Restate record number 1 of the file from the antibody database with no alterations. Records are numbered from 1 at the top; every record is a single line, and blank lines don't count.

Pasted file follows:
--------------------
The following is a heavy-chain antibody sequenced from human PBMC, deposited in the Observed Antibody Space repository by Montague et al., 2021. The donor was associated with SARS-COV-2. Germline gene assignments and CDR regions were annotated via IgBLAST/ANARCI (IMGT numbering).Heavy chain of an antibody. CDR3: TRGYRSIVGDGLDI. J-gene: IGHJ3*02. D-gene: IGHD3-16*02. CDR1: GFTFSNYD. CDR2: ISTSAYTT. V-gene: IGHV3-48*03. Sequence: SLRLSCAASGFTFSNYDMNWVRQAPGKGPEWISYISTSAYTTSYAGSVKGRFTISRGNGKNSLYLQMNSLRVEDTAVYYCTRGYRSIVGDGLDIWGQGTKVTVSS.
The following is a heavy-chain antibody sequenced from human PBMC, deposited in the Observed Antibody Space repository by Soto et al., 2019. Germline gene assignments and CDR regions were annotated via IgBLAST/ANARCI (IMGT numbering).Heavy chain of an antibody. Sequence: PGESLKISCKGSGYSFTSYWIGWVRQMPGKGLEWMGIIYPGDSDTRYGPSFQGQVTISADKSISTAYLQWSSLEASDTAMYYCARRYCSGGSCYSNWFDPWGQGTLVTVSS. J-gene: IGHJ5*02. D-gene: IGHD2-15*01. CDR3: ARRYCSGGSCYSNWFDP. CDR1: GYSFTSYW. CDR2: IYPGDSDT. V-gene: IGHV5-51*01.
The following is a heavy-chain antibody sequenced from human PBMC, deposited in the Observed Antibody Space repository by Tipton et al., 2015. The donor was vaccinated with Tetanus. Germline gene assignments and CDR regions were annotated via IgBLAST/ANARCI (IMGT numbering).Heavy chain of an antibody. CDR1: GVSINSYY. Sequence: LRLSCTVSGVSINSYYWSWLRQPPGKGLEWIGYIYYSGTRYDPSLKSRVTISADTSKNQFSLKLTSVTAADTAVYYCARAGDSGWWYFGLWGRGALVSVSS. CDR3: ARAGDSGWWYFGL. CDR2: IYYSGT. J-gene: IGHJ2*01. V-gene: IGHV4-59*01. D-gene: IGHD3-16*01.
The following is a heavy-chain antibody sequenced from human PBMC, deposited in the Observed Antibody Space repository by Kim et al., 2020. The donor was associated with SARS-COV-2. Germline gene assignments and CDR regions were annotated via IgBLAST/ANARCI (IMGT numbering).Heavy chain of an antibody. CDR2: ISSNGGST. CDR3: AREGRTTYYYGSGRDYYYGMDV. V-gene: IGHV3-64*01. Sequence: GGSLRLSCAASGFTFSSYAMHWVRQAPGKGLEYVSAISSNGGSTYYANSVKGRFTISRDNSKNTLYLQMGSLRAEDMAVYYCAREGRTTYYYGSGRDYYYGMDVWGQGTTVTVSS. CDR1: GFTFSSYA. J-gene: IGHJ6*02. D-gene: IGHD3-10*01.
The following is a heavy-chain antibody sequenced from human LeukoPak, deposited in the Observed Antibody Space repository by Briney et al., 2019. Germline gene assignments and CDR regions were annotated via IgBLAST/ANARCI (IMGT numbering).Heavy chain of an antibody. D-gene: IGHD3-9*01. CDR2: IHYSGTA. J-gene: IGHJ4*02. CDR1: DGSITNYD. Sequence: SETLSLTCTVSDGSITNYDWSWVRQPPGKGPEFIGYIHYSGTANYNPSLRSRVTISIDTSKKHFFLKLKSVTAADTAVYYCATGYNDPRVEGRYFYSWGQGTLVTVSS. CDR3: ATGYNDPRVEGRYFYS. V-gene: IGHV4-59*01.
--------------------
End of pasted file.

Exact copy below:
The following is a heavy-chain antibody sequenced from human PBMC, deposited in the Observed Antibody Space repository by Montague et al., 2021. The donor was associated with SARS-COV-2. Germline gene assignments and CDR regions were annotated via IgBLAST/ANARCI (IMGT numbering).Heavy chain of an antibody. CDR3: TRGYRSIVGDGLDI. J-gene: IGHJ3*02. D-gene: IGHD3-16*02. CDR1: GFTFSNYD. CDR2: ISTSAYTT. V-gene: IGHV3-48*03. Sequence: SLRLSCAASGFTFSNYDMNWVRQAPGKGPEWISYISTSAYTTSYAGSVKGRFTISRGNGKNSLYLQMNSLRVEDTAVYYCTRGYRSIVGDGLDIWGQGTKVTVSS.